While I could not celebrate his first eight birthdays, I will celebrate with him for every one that the future has in store for us both. I will remind him again and again that he is my son and that we are his family.

No, I was not there ten years ago when my son was born, but I am here now. Cava will know that his Papa is there for him, in both good and bad times, and that no matter what, I love him. He will know that he is very, very precious and very, very wanted.

So, on his tenth birthday, I reflect on this miraculous gift that God has given our family. My eyes have tears that are both sadness and joy, but both flow from the deep love I have for my beautiful son.

Sunday, November 2, 2014

Celebrating Cava

On Tuesday, Cava will turn ten. It's hard to believe he will be in double digits.

On Saturday, we threw the second birthday party we have ever thrown for Cava. His birthdays are bittersweet in that we weren't there for the first eight of them, but we cherish the ones we do get to have with him because we are so thankful that this precious boy is now a part of our family.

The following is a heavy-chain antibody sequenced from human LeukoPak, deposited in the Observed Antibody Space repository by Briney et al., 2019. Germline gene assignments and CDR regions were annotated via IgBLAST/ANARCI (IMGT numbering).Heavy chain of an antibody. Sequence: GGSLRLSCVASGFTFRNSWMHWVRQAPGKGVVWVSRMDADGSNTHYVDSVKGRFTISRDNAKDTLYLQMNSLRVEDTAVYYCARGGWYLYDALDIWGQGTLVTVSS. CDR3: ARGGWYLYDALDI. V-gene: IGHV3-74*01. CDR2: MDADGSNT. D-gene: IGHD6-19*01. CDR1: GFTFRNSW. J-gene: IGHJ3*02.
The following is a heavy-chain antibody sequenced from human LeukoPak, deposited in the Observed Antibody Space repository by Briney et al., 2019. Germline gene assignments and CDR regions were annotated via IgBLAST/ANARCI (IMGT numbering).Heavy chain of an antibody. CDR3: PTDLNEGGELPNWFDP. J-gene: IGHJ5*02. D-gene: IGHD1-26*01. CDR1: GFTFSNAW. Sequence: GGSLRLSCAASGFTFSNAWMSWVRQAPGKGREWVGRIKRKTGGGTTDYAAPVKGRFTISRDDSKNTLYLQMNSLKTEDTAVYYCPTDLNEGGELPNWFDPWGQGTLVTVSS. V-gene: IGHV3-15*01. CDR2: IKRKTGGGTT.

For his theme this year, Cava broke from the expected super hero one and went with Phineas and Ferb, though this was mainly due to his love of Perry the Platypus (although you can call him Agent P).

As I began to decorate the house, Cava would come up to me, hug me, tell me that he loves me, and then thank me for putting these decorations up. He was grateful that, to what most of us would not seem that big a deal, was, in fact, meaningful to him. These weren't just party decorations, these were acts of love and another way of showing him that he is special and that his life should be celebrated. For a kid who spent eight years of his life never having his birthday acknowledged at all (not even someone simply wishing him a happy birthday), it means the world to have someone to publicly tell him, "We are glad you are here. You are important. You are loved and wanted."